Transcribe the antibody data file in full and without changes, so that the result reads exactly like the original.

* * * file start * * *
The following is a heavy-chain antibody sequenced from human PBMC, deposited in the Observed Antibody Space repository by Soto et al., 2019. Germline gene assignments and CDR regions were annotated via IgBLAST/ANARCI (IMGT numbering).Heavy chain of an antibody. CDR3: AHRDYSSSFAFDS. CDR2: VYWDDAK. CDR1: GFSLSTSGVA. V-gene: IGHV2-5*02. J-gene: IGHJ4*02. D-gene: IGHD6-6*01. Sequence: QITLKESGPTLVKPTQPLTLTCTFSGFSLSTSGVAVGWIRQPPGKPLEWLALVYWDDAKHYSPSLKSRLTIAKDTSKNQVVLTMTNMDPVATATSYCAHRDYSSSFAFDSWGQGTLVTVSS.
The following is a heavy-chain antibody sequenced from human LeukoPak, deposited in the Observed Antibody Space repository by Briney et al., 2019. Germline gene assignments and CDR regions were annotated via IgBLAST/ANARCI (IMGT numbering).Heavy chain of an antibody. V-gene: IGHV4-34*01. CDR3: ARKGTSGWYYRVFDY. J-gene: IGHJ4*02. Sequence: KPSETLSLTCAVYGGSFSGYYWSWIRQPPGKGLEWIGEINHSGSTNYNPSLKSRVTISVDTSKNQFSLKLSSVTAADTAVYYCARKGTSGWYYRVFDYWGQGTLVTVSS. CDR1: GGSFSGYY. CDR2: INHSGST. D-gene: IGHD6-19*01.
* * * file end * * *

The following is a heavy-chain antibody sequenced from human PBMC, deposited in the Observed Antibody Space repository by Soto et al., 2019. Germline gene assignments and CDR regions were annotated via IgBLAST/ANARCI (IMGT numbering).Heavy chain of an antibody. CDR3: AHRDYSSSFAFDS. CDR2: VYWDDAK. CDR1: GFSLSTSGVA. V-gene: IGHV2-5*02. J-gene: IGHJ4*02. D-gene: IGHD6-6*01. Sequence: QITLKESGPTLVKPTQPLTLTCTFSGFSLSTSGVAVGWIRQPPGKPLEWLALVYWDDAKHYSPSLKSRLTIAKDTSKNQVVLTMTNMDPVATATSYCAHRDYSSSFAFDSWGQGTLVTVSS.
The following is a heavy-chain antibody sequenced from human LeukoPak, deposited in the Observed Antibody Space repository by Briney et al., 2019. Germline gene assignments and CDR regions were annotated via IgBLAST/ANARCI (IMGT numbering).Heavy chain of an antibody. V-gene: IGHV4-34*01. CDR3: ARKGTSGWYYRVFDY. J-gene: IGHJ4*02. Sequence: KPSETLSLTCAVYGGSFSGYYWSWIRQPPGKGLEWIGEINHSGSTNYNPSLKSRVTISVDTSKNQFSLKLSSVTAADTAVYYCARKGTSGWYYRVFDYWGQGTLVTVSS. CDR1: GGSFSGYY. CDR2: INHSGST. D-gene: IGHD6-19*01.